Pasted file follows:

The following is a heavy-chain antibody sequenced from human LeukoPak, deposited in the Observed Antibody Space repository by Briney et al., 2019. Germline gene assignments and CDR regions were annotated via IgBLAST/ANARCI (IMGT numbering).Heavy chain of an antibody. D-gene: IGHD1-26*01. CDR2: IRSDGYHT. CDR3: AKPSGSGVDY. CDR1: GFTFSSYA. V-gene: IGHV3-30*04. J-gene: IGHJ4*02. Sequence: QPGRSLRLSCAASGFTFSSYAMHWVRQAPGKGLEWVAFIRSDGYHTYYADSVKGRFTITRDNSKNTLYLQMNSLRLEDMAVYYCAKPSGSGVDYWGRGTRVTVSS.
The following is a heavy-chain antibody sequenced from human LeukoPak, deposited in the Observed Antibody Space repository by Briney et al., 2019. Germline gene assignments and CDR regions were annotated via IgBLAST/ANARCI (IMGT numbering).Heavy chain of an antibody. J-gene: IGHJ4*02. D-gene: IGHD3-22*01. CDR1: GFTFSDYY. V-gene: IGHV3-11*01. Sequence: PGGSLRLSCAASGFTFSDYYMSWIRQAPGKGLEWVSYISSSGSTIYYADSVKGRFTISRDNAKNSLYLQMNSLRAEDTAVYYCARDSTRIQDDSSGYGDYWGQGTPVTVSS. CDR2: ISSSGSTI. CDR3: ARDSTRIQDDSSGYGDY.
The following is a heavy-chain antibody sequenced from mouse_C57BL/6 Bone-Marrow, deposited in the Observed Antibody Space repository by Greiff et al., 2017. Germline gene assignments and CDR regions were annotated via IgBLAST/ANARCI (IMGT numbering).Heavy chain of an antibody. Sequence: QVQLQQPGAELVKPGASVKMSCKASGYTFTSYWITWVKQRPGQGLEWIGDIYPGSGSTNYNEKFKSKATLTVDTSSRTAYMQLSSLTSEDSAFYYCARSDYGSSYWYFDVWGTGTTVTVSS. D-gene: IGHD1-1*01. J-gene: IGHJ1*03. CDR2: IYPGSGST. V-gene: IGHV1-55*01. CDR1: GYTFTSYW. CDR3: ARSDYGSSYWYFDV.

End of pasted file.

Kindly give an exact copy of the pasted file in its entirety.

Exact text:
The following is a heavy-chain antibody sequenced from human LeukoPak, deposited in the Observed Antibody Space repository by Briney et al., 2019. Germline gene assignments and CDR regions were annotated via IgBLAST/ANARCI (IMGT numbering).Heavy chain of an antibody. D-gene: IGHD1-26*01. CDR2: IRSDGYHT. CDR3: AKPSGSGVDY. CDR1: GFTFSSYA. V-gene: IGHV3-30*04. J-gene: IGHJ4*02. Sequence: QPGRSLRLSCAASGFTFSSYAMHWVRQAPGKGLEWVAFIRSDGYHTYYADSVKGRFTITRDNSKNTLYLQMNSLRLEDMAVYYCAKPSGSGVDYWGRGTRVTVSS.
The following is a heavy-chain antibody sequenced from human LeukoPak, deposited in the Observed Antibody Space repository by Briney et al., 2019. Germline gene assignments and CDR regions were annotated via IgBLAST/ANARCI (IMGT numbering).Heavy chain of an antibody. J-gene: IGHJ4*02. D-gene: IGHD3-22*01. CDR1: GFTFSDYY. V-gene: IGHV3-11*01. Sequence: PGGSLRLSCAASGFTFSDYYMSWIRQAPGKGLEWVSYISSSGSTIYYADSVKGRFTISRDNAKNSLYLQMNSLRAEDTAVYYCARDSTRIQDDSSGYGDYWGQGTPVTVSS. CDR2: ISSSGSTI. CDR3: ARDSTRIQDDSSGYGDY.
The following is a heavy-chain antibody sequenced from mouse_C57BL/6 Bone-Marrow, deposited in the Observed Antibody Space repository by Greiff et al., 2017. Germline gene assignments and CDR regions were annotated via IgBLAST/ANARCI (IMGT numbering).Heavy chain of an antibody. Sequence: QVQLQQPGAELVKPGASVKMSCKASGYTFTSYWITWVKQRPGQGLEWIGDIYPGSGSTNYNEKFKSKATLTVDTSSRTAYMQLSSLTSEDSAFYYCARSDYGSSYWYFDVWGTGTTVTVSS. D-gene: IGHD1-1*01. J-gene: IGHJ1*03. CDR2: IYPGSGST. V-gene: IGHV1-55*01. CDR1: GYTFTSYW. CDR3: ARSDYGSSYWYFDV.